‘American Archipelago’ paints with too broad a brush

Despite best efforts of able cast, Pony World Theatre production by eight local playwrights suffers from superficiality, writes critic Misha Berson.

Welcome to New York/Nashville/San Francisco/Montana. Want to buy a nice little home around here? Hey, it’s all the same America, give or take a few foibles and fetishes.

If you need further proof that “American Archipelago” was penned by committee (eight accomplished local playwrights are credited), consider the jumpy tone and texture as well as the conflated burgs in this energetic but superficial seriocomic take on American attitudes and neuroses. The Pony World Theatre production plays at 12th Avenue Arts through Aug. 12.

Eight “neighbors” somehow share the same all-American cul-de-sac (a la “Avenue Q”), although the city in which they are located changes regularly via announcements by real estate agent Bev (Shermona Mitchell). Before a nifty set of townhouse exteriors, they all dance, picnic and block party together. And in monologues, these purposeful eccentrics represent an urban cross-section of gay and straight, Asian American and Latino, black and white, working and middle-class America as they ruminate on such meaty concerns as racism, sexuality, homelessness and female autonomy.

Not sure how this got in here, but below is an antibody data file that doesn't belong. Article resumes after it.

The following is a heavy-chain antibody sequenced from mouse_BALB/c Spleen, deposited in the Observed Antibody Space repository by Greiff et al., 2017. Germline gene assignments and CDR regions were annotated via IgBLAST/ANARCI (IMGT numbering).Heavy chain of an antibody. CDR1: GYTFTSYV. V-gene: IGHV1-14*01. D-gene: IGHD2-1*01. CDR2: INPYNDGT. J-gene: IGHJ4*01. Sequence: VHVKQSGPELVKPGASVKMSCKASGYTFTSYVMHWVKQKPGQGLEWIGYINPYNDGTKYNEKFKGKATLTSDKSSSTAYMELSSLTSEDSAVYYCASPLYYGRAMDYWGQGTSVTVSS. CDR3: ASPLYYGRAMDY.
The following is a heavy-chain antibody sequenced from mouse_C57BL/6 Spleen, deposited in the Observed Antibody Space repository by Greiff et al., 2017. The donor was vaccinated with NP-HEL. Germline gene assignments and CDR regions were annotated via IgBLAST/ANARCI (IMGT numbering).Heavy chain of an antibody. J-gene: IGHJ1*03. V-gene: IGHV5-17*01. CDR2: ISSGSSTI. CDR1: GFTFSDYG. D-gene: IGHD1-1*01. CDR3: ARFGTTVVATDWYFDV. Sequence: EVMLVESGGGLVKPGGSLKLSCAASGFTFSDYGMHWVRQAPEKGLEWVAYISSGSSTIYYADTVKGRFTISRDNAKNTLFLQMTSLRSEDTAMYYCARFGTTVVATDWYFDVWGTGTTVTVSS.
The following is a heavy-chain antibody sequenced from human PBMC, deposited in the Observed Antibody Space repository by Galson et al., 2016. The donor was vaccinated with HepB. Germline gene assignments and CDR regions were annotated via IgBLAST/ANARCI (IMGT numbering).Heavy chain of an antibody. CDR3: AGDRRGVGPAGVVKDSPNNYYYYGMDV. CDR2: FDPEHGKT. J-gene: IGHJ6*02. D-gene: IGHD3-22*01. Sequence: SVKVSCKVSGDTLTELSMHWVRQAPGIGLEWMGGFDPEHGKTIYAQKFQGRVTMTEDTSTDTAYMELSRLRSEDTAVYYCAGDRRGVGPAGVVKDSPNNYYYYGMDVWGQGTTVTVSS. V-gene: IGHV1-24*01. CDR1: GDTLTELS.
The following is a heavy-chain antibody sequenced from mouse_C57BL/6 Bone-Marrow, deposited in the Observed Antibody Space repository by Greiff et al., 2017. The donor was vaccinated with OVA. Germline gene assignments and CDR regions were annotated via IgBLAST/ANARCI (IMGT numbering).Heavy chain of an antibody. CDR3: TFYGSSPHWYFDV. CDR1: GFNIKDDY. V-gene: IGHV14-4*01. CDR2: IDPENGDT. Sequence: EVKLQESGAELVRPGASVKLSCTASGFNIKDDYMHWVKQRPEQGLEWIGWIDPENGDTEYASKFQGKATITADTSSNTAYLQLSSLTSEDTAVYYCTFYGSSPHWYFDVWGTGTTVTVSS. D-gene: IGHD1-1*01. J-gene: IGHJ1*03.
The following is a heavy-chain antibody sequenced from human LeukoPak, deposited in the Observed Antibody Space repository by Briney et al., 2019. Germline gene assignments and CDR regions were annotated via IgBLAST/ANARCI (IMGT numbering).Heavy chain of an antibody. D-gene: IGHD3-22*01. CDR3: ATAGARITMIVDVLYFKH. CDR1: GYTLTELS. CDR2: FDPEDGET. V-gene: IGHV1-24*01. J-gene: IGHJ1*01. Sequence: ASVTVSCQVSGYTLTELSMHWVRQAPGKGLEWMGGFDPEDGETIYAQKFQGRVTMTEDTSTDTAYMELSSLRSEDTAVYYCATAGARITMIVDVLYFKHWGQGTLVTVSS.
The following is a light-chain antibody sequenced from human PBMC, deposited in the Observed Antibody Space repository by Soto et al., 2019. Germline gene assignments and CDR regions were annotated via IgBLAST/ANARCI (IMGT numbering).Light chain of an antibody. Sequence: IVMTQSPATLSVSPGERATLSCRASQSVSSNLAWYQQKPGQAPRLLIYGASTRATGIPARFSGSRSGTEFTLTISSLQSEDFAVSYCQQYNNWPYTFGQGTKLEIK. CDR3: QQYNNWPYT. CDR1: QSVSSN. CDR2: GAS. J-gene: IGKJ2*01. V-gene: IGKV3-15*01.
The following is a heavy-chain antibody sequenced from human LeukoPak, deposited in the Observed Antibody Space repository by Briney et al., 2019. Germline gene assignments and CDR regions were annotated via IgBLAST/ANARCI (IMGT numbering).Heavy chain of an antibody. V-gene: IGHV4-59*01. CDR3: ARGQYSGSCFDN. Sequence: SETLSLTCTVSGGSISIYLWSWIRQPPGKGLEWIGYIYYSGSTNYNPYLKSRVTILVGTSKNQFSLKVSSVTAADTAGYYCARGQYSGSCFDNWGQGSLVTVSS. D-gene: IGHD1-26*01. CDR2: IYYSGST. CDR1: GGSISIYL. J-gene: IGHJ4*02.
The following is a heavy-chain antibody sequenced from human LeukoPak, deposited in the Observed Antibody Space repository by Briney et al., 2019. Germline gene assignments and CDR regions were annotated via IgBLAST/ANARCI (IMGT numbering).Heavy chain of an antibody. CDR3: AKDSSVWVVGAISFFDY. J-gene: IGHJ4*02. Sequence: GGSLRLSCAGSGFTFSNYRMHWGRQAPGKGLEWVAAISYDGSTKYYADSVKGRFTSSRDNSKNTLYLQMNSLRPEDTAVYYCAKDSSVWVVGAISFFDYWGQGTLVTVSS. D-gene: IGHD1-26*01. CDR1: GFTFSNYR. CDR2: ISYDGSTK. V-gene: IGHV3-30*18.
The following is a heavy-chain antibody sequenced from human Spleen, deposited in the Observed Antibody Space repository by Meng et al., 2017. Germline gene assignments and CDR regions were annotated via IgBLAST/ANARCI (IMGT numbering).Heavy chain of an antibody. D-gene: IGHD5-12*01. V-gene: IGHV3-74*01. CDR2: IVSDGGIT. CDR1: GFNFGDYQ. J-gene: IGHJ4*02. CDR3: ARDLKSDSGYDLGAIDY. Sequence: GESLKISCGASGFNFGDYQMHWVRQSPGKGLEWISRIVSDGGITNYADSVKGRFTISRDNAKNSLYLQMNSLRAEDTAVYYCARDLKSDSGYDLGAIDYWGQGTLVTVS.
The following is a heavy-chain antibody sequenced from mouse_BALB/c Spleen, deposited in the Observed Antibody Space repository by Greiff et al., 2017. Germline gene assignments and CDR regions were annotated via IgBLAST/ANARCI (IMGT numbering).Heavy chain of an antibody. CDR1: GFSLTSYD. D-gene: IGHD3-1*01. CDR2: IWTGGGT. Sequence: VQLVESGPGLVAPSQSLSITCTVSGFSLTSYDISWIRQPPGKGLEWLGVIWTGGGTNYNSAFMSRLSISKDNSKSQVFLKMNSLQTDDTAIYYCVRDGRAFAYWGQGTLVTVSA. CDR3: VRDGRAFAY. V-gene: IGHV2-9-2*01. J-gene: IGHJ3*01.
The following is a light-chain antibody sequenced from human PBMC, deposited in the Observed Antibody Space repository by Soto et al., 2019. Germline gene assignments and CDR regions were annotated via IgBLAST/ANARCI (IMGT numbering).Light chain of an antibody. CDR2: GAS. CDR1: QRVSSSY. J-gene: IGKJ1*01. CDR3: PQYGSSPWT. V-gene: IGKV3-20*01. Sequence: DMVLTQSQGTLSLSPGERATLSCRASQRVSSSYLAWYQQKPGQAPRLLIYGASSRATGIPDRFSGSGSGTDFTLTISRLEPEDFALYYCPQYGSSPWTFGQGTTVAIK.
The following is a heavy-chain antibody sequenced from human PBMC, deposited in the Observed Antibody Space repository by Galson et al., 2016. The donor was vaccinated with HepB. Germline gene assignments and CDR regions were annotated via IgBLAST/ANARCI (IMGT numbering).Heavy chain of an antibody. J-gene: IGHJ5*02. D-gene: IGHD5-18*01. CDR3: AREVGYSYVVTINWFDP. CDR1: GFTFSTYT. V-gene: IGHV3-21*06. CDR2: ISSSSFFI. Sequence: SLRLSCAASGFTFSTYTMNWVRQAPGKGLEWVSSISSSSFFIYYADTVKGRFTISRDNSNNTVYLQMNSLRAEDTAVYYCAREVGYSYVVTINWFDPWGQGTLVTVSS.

Theater review

‘American Archipelago’

Through Aug. 12. Pony World Theatre at 12th Avenue Arts, 1620 12th Ave., Seattle; $15-$20 (archipelago.brownpapertickets.com or 800-838-3006).

Their obsessions and yearnings are meant to elicit both laughs and pathos. Ellen (Rebecca Goldberg) raises chickens in her yard and adores them more than her fellow humans, even the young vagabond she’s adopted as a surrogate daughter (Kenna Kettrick). Luis (Carter Rodriquez) equates pain with love, and begs his lovers to be cruel to him. Corrine Magin’s wannabe chef, Julia (who obliges Luis by pelting him with tomatoes), wants to open a restaurant with elevated “Tex-Mex Middle Eastern fusion” cuisine. But nobody can stomach her bizarre concoctions (marshmallow deviled eggs, anyone?).

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Bracketing the musings and fraught/absurd interactions are enjoyable postmodern dance breaks to pop tunes, beginning with a delirious, then dirge-like, romp to the Pharrell Williams hit “Happy.” It doesn’t take a social scientist to discern the irony here: the first 10 minutes of “American Archipelago” mock some national ideal…

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